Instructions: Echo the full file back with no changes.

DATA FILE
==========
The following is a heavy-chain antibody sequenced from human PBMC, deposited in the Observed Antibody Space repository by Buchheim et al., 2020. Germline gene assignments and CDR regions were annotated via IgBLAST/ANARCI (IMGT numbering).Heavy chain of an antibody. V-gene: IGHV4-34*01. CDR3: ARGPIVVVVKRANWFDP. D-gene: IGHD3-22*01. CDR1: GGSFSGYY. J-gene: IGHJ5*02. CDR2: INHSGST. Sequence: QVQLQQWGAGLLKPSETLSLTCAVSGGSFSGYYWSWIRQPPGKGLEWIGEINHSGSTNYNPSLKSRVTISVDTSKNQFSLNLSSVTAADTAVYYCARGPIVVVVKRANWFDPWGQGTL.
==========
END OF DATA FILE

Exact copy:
The following is a heavy-chain antibody sequenced from human PBMC, deposited in the Observed Antibody Space repository by Buchheim et al., 2020. Germline gene assignments and CDR regions were annotated via IgBLAST/ANARCI (IMGT numbering).Heavy chain of an antibody. V-gene: IGHV4-34*01. CDR3: ARGPIVVVVKRANWFDP. D-gene: IGHD3-22*01. CDR1: GGSFSGYY. J-gene: IGHJ5*02. CDR2: INHSGST. Sequence: QVQLQQWGAGLLKPSETLSLTCAVSGGSFSGYYWSWIRQPPGKGLEWIGEINHSGSTNYNPSLKSRVTISVDTSKNQFSLNLSSVTAADTAVYYCARGPIVVVVKRANWFDPWGQGTL.